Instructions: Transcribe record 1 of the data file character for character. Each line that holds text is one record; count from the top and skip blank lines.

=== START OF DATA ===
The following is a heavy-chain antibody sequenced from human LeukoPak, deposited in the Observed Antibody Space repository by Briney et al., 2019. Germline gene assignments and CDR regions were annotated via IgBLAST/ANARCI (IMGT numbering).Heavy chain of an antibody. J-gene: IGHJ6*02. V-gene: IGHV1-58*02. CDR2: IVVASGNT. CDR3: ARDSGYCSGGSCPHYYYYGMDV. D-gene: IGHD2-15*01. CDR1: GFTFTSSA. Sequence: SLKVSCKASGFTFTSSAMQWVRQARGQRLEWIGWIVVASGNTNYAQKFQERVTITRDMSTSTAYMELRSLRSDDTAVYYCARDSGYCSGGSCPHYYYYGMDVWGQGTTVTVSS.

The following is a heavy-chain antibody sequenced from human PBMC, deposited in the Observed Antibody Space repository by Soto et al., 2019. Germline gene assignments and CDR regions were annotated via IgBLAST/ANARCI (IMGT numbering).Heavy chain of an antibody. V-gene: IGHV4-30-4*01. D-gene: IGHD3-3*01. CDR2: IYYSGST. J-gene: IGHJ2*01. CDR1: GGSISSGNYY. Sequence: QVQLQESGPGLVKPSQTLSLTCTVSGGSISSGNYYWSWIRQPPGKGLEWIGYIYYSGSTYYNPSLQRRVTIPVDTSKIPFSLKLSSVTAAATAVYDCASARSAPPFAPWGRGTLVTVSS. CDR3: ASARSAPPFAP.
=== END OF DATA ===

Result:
The following is a heavy-chain antibody sequenced from human LeukoPak, deposited in the Observed Antibody Space repository by Briney et al., 2019. Germline gene assignments and CDR regions were annotated via IgBLAST/ANARCI (IMGT numbering).Heavy chain of an antibody. J-gene: IGHJ6*02. V-gene: IGHV1-58*02. CDR2: IVVASGNT. CDR3: ARDSGYCSGGSCPHYYYYGMDV. D-gene: IGHD2-15*01. CDR1: GFTFTSSA. Sequence: SLKVSCKASGFTFTSSAMQWVRQARGQRLEWIGWIVVASGNTNYAQKFQERVTITRDMSTSTAYMELRSLRSDDTAVYYCARDSGYCSGGSCPHYYYYGMDVWGQGTTVTVSS.